It’s still hard for me to believe that Pixar will be releasing a movie about an aging old curmudgeon in less than two weeks, but it’s happening, and even better, Up looks like it’s going to be a huge success. The trailers are gorgeous, with a color palette that’s pleasing to all of the senses, and early word on the film is better than good, with some critics going as far as calling it the best movie of the year so far. What you're probably wondering though, is how Pixar was able to create an old grump like Carl Fredrickson and still make him lovable?
You're in luck, as the New York Times is currently running a feature which covers the development of Up’s four main characters: Carl, Russell, Dug, and Kevin.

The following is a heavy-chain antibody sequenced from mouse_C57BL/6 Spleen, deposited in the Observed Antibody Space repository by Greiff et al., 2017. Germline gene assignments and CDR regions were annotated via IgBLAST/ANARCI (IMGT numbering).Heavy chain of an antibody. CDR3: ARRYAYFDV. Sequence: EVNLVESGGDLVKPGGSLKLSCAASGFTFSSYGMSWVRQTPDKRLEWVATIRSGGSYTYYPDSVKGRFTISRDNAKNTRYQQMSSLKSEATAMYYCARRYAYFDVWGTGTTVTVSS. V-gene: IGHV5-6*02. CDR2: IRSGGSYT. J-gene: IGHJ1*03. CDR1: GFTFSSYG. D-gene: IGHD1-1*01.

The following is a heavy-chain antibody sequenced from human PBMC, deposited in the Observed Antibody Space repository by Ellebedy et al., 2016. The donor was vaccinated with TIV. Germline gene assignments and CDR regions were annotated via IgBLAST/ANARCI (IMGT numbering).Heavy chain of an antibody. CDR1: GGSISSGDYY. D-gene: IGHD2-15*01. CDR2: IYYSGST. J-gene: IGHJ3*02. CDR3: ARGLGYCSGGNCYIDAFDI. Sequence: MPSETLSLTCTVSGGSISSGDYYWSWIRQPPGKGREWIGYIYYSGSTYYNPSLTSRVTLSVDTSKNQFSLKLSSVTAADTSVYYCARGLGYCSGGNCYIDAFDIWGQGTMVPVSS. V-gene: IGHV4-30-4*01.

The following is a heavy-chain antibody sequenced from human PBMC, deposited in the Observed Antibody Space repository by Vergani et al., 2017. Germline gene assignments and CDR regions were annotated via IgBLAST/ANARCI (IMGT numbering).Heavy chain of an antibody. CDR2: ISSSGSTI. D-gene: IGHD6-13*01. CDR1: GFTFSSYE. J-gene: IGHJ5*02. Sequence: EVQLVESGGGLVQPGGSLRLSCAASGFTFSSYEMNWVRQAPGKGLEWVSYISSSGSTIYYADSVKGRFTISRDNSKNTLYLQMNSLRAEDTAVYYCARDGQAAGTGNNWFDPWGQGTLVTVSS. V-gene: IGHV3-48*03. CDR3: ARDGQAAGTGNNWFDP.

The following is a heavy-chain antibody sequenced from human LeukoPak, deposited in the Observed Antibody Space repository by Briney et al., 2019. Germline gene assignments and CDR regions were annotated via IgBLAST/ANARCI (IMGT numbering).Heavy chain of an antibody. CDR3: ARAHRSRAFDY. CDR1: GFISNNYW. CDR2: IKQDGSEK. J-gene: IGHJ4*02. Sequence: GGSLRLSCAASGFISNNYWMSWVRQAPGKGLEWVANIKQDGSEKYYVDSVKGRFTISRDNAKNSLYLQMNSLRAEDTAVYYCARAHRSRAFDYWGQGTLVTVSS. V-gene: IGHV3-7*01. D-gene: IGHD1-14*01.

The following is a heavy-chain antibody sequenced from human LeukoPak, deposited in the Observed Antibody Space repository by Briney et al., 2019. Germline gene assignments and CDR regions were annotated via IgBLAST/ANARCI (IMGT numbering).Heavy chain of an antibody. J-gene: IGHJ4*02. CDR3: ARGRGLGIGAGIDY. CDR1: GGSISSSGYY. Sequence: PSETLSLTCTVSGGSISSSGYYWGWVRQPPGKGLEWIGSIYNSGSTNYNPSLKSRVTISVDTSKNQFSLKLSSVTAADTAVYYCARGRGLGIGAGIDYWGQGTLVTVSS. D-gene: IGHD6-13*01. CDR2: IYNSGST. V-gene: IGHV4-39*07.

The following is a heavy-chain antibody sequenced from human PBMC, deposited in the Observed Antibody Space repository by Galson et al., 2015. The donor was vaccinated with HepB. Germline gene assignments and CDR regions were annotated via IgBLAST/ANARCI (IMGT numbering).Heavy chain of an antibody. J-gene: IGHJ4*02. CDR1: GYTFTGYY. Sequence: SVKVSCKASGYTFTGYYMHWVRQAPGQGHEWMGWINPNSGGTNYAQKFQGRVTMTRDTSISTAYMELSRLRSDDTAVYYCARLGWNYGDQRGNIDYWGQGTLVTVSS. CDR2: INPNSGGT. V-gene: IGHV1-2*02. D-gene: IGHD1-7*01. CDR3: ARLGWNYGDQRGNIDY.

What’s most fascinating about the design in this movie is how much the shapes of the characters help to symbolize their attitudes towards the world they inhabit. The article states: “Because Carl is so set in his ways, the designers thought it would be best to represent his features in square shapes, from his face and his glasses down to his fingers and knuckles.” To contrast Carl’s square physique, Russell, whose personality is more wide-eyed and innocent, was designed to be more open and round. “He’s the young, rounded yang to Carl’s stubbornly square yin,” the article notes.
In addition to a few written words on each character, the article also contains an interactive feature that includes preliminary sketches of the characters as well as audio commentary on how the character came to be. Now I have 12 days to convince my niece how badly she wants to see this movie.
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